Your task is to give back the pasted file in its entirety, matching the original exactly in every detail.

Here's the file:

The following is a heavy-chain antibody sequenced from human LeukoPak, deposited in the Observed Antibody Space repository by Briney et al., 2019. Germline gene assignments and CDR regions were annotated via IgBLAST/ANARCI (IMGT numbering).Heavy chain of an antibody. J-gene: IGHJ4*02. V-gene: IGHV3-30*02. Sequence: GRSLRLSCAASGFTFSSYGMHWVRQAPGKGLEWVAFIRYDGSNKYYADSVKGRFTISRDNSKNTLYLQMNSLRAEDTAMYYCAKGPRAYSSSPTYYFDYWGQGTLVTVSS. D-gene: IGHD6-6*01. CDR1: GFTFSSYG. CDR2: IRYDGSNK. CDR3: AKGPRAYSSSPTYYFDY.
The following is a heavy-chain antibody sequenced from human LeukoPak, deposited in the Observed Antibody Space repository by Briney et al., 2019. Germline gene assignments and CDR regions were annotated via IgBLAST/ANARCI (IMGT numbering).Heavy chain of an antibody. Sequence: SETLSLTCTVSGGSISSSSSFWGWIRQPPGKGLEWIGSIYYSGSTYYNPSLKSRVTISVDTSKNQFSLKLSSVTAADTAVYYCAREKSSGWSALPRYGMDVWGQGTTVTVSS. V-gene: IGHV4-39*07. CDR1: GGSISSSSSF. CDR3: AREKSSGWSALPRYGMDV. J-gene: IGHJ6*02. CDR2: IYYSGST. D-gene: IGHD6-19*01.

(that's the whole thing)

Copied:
The following is a heavy-chain antibody sequenced from human LeukoPak, deposited in the Observed Antibody Space repository by Briney et al., 2019. Germline gene assignments and CDR regions were annotated via IgBLAST/ANARCI (IMGT numbering).Heavy chain of an antibody. J-gene: IGHJ4*02. V-gene: IGHV3-30*02. Sequence: GRSLRLSCAASGFTFSSYGMHWVRQAPGKGLEWVAFIRYDGSNKYYADSVKGRFTISRDNSKNTLYLQMNSLRAEDTAMYYCAKGPRAYSSSPTYYFDYWGQGTLVTVSS. D-gene: IGHD6-6*01. CDR1: GFTFSSYG. CDR2: IRYDGSNK. CDR3: AKGPRAYSSSPTYYFDY.
The following is a heavy-chain antibody sequenced from human LeukoPak, deposited in the Observed Antibody Space repository by Briney et al., 2019. Germline gene assignments and CDR regions were annotated via IgBLAST/ANARCI (IMGT numbering).Heavy chain of an antibody. Sequence: SETLSLTCTVSGGSISSSSSFWGWIRQPPGKGLEWIGSIYYSGSTYYNPSLKSRVTISVDTSKNQFSLKLSSVTAADTAVYYCAREKSSGWSALPRYGMDVWGQGTTVTVSS. V-gene: IGHV4-39*07. CDR1: GGSISSSSSF. CDR3: AREKSSGWSALPRYGMDV. J-gene: IGHJ6*02. CDR2: IYYSGST. D-gene: IGHD6-19*01.